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Please use this identifier to cite or link to this item: http://repository.fuoye.edu.ng/handle/123456789/133

Title: Demand or discretion? The market model applied to science and its core values and institutions
Authors: Ylva Hasselberg
Keywords: Discretion
Scientific rationality
Professional judgment
Academic capitalism
Issue Date: 27-Jan-2012
Publisher: www.int-res.com
Citation: Adler R, Ewing J, Taylor P (2008) Citation statistics. A report from the International Mathematical Union (IMU) in cooperation with the International Council of Industrial and applies Mathematics (ICIAM) and the Institute of Mathematical Statistics. Available at www.mathunion. org/fileadmin/IMU/Report/CitationStatistics.pdf
Series/Report no.: 12;35–51
Abstract: This paper addresses the hypothetical consequences of applying the rationality of the market model to the core activities of science, viz. reading, writing texts, and posing and answering scientific questions. What would happen to science and to our ideas and norms regarding science if we ascribed to the individual scientist the rationality of ‘economic man’? The starting point is a discussion of scientific norms and driving forces in the sociology of science. A central conclusion is that science has until now been perceived as being judgment driven, and that scientific judgment historically has been formed in a setting where intersubjectivity has been central. This analysis bridges the gap between classical Mertonian sociology of science and science and technology studies. What then happens to discretionary decision making if we introduce economic rationality into science? Economics tends to treat science from a Mertonian viewpoint, presuppos- ing a value-based rationality, and when economic rationality (the supply/demand mechanism) is introduced, these values are not affected. However, the conclusion of this article is that this would indeed deeply affect scientific rationality. Discretionary decision making would be downplayed, as focus would shift from the text as a means of communicating the result, to the text as a commod- ity in a market of publication. This would disembed the credibility cycle, and it would alter the character of scientific work and undermine intersubjectivity. Consumption would be disembed- ded from the context of use and from the norms regarding the use of texts and their value. The knowledge base necessary for intersubjectivity would decrease.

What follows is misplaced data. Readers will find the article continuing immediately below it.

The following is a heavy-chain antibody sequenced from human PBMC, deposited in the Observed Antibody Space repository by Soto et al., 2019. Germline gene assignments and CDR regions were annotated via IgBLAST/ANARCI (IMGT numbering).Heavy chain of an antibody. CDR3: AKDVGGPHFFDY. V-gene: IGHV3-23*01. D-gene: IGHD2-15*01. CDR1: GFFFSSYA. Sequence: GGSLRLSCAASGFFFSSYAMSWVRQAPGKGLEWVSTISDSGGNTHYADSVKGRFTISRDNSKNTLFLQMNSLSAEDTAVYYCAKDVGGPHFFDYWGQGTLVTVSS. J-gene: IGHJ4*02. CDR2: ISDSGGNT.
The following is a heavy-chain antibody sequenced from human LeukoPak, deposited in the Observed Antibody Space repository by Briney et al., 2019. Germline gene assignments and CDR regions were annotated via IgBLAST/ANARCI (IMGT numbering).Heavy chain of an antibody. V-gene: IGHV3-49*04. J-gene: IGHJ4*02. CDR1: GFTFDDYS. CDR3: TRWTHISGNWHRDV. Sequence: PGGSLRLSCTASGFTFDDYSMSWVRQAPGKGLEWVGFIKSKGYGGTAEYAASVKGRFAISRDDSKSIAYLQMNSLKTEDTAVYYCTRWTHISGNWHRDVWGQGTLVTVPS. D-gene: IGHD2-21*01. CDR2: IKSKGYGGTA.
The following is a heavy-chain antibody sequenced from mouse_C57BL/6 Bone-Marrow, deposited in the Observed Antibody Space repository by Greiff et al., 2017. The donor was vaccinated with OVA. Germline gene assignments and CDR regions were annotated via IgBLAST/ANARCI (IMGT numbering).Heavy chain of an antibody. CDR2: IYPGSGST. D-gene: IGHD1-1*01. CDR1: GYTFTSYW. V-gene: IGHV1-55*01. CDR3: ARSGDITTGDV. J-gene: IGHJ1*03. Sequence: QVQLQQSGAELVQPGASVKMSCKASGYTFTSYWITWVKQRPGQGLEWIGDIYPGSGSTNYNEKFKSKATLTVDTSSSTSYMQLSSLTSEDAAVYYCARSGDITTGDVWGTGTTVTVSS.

URI: http://repository.fuoye.edu.ng/handle/123456789/133
Appears in Collections:Economics and Development Journal Publications

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